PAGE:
The Tragic Heroes in Euripides Medea, Shakespeare's Othello and Boccaccio's Decameron, Tenth Day, Tenth Story
Throughout many great works of literature there are numerous characters whose acts are either moral or immoral. In the works Euripides "Medea", Shakespeare's "Othello" and Boccaccio's Decameron, "Tenth Day, Tenth Story", the main characters all carry out actions which in today's day and age would be immoral and inexcusable. Medea takes on the most immoral act, in Euripides great tragic work.
The morale of today varies greatly with that of the time periods in which these works were written. Gualtieri from Boccaccio's work, Othello from Shakespeare's work and Medea from Euripides' work were all, for the most part, just in their actions because of the view of the citizens during their time period. These people played an immense part in what was viewed as right and wrong, just as in today's day.
In Boccaccio's Decameron, "Tenth Day, Tenth Story", the main character, Gualtieri wants to test his new wife to see how loyal she is to him. In the beginning of the play, it is portrayed to the readers that Gualtieri is a very well respected, moral man. After being told that it is nessecary to find a wife, Gualtieri states, "I will do as you request and so shall I have only myself to blame if things turn out badly, I want to be the one who chooses her, and I tell you now that if she is not honored by you as your lady...you will learn to your displeasure how serious a matter it was to compel me with your requests..." (Boccaccio 135).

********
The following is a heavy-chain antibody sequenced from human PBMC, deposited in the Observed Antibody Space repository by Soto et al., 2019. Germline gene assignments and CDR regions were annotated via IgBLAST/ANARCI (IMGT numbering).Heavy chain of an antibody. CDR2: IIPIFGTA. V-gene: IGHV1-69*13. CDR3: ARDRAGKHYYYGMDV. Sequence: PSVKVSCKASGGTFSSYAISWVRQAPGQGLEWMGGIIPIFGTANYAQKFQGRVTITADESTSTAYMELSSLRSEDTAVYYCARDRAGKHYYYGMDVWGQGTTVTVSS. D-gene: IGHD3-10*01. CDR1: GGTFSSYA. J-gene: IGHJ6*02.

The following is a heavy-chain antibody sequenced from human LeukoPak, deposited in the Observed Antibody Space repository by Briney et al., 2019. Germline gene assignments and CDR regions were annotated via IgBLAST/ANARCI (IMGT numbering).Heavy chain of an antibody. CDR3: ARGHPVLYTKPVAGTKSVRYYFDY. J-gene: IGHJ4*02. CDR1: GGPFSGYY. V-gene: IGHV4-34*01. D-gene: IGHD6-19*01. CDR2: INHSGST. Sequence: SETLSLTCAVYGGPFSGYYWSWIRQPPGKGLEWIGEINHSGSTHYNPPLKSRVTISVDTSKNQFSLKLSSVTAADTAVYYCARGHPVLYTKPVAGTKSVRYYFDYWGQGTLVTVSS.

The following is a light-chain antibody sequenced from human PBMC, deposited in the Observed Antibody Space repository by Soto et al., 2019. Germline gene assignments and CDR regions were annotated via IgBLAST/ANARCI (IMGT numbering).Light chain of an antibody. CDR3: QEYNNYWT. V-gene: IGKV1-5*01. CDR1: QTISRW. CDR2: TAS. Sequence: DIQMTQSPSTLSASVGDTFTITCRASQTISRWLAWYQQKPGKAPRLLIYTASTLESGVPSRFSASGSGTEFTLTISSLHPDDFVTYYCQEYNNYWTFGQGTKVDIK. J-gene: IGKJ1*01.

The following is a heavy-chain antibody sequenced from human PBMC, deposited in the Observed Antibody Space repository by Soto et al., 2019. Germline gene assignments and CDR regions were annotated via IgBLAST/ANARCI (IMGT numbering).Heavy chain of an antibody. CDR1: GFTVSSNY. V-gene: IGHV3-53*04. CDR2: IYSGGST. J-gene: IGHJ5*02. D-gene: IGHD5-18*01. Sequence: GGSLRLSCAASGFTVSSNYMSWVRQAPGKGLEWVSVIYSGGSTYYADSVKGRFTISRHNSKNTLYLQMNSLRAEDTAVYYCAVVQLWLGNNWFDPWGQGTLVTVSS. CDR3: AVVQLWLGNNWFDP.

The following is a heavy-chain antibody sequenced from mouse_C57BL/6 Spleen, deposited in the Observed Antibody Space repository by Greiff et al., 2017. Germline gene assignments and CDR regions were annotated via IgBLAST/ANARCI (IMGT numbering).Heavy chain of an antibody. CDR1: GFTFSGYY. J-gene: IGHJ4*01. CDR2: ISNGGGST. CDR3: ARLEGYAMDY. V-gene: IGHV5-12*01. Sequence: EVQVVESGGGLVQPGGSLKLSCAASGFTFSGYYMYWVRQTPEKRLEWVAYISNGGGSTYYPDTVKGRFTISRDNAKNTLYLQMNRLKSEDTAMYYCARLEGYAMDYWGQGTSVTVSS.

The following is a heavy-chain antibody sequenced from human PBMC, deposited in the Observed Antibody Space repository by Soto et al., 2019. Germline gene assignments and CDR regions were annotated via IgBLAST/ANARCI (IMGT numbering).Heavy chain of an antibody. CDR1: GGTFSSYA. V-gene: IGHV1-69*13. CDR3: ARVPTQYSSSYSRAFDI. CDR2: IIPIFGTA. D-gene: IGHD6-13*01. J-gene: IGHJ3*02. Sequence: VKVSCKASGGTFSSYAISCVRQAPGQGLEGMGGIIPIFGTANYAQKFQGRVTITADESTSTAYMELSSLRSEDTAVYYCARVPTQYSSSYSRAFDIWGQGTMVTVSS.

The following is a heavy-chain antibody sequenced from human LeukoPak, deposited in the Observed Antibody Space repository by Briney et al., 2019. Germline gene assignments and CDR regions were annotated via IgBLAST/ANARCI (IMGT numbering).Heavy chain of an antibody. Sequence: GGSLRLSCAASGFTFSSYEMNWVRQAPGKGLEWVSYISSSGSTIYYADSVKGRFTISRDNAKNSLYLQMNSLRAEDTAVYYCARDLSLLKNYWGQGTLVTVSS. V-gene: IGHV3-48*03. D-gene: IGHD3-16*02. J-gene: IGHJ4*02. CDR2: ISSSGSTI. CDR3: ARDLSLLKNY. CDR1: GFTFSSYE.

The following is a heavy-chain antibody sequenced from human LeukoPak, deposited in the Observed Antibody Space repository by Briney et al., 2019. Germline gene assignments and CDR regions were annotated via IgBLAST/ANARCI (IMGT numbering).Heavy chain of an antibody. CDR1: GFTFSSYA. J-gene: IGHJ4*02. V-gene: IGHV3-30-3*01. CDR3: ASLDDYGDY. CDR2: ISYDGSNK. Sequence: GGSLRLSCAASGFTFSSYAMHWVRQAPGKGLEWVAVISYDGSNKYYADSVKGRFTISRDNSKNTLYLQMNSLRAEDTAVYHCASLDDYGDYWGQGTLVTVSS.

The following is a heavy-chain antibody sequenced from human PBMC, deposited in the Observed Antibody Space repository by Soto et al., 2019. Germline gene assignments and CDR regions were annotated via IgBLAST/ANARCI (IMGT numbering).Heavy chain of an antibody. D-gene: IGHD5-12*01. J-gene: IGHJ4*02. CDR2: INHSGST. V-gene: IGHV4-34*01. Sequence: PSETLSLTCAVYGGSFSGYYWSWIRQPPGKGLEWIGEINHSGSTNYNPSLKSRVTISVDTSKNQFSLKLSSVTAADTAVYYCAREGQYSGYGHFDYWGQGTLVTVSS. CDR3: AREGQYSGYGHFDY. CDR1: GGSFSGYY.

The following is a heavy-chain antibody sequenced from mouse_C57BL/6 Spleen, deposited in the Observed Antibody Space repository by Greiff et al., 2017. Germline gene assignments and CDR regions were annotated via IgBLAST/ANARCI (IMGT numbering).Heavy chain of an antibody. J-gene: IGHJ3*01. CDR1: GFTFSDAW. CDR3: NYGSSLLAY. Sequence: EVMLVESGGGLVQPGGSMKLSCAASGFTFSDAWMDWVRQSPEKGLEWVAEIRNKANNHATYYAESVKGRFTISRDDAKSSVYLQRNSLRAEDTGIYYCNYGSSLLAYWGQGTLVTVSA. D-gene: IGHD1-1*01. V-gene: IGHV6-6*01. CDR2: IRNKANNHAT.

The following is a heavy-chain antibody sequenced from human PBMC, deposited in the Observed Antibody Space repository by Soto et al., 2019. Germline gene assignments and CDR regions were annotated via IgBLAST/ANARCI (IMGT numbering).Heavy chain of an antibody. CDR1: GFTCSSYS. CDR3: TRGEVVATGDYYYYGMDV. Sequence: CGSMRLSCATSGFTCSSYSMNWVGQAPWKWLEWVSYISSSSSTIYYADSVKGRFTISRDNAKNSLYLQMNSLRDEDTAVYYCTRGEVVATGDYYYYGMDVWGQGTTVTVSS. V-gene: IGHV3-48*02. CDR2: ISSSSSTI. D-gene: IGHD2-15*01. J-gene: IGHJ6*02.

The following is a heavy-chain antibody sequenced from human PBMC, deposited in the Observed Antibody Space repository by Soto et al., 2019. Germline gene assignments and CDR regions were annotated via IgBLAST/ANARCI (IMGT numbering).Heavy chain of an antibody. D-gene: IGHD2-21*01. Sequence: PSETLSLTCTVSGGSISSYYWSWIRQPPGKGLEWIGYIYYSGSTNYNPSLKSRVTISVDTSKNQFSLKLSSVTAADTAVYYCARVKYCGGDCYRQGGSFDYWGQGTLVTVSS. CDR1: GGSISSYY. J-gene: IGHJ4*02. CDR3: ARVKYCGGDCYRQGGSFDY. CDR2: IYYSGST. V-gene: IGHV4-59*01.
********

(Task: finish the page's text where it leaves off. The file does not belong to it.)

From this statement Gualtieri is portrayed as a compassionate man. He says he will blame no one but himself if things do not work out and once his wife is chosen he orders his people to respect her, no matter what. This is ironic for him to say, due to the actions he takes later in the story. As the play proceeds Gualtieri's actions become more inexcusable and immoral. He "wished to test his new wife's patience" to see if she truly was as loyal a wife as she seemed to be. He first insulted her with "harsh words", than told her the child that she bore was not good enough because it was not a male. In turn, Gualtieri ordered his wife to give him the child to be killed, to this his wife obeys. His plan, the whole time, was not to kill the child but to send her "to one of his relatives in Bologna" to be raised and educated. When the next child came, Gualtieri took the same monstrous act. The last scheme to his plan was to tell his poor wife that he no longer wished to be married t! o her and planned on marrying "one of the counts of Panago" and wished for Griselda, his wife, to be present, she did as asked. At the "wedding" Gualtieri announced that the young girl he planned on marrying was in fact his daughter, he sent away many years ago. He tells Griselda that he only wanted "to teach her how to be a good wife and show his people how to choose and keep a wife." To this, "Gualtieri was judged as one of the...